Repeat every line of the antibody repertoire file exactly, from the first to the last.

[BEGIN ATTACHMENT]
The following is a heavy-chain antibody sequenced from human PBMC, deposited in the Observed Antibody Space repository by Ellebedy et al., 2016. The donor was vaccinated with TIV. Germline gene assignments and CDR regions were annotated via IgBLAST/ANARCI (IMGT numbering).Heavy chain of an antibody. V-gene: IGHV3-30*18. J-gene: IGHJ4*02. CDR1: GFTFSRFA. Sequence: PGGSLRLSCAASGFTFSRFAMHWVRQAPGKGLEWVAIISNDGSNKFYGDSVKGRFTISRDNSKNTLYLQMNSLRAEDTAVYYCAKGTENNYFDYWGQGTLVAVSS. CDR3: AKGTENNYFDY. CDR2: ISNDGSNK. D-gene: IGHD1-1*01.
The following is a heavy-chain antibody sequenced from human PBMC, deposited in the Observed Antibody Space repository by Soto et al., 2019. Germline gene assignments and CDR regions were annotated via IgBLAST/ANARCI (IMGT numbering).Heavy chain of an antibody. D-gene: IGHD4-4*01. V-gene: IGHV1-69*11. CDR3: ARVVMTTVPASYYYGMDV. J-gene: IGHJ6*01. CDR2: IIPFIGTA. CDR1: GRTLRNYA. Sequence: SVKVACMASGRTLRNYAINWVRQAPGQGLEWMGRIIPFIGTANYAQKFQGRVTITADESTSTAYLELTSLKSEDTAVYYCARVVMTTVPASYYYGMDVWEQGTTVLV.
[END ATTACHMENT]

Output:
The following is a heavy-chain antibody sequenced from human PBMC, deposited in the Observed Antibody Space repository by Ellebedy et al., 2016. The donor was vaccinated with TIV. Germline gene assignments and CDR regions were annotated via IgBLAST/ANARCI (IMGT numbering).Heavy chain of an antibody. V-gene: IGHV3-30*18. J-gene: IGHJ4*02. CDR1: GFTFSRFA. Sequence: PGGSLRLSCAASGFTFSRFAMHWVRQAPGKGLEWVAIISNDGSNKFYGDSVKGRFTISRDNSKNTLYLQMNSLRAEDTAVYYCAKGTENNYFDYWGQGTLVAVSS. CDR3: AKGTENNYFDY. CDR2: ISNDGSNK. D-gene: IGHD1-1*01.
The following is a heavy-chain antibody sequenced from human PBMC, deposited in the Observed Antibody Space repository by Soto et al., 2019. Germline gene assignments and CDR regions were annotated via IgBLAST/ANARCI (IMGT numbering).Heavy chain of an antibody. D-gene: IGHD4-4*01. V-gene: IGHV1-69*11. CDR3: ARVVMTTVPASYYYGMDV. J-gene: IGHJ6*01. CDR2: IIPFIGTA. CDR1: GRTLRNYA. Sequence: SVKVACMASGRTLRNYAINWVRQAPGQGLEWMGRIIPFIGTANYAQKFQGRVTITADESTSTAYLELTSLKSEDTAVYYCARVVMTTVPASYYYGMDVWEQGTTVLV.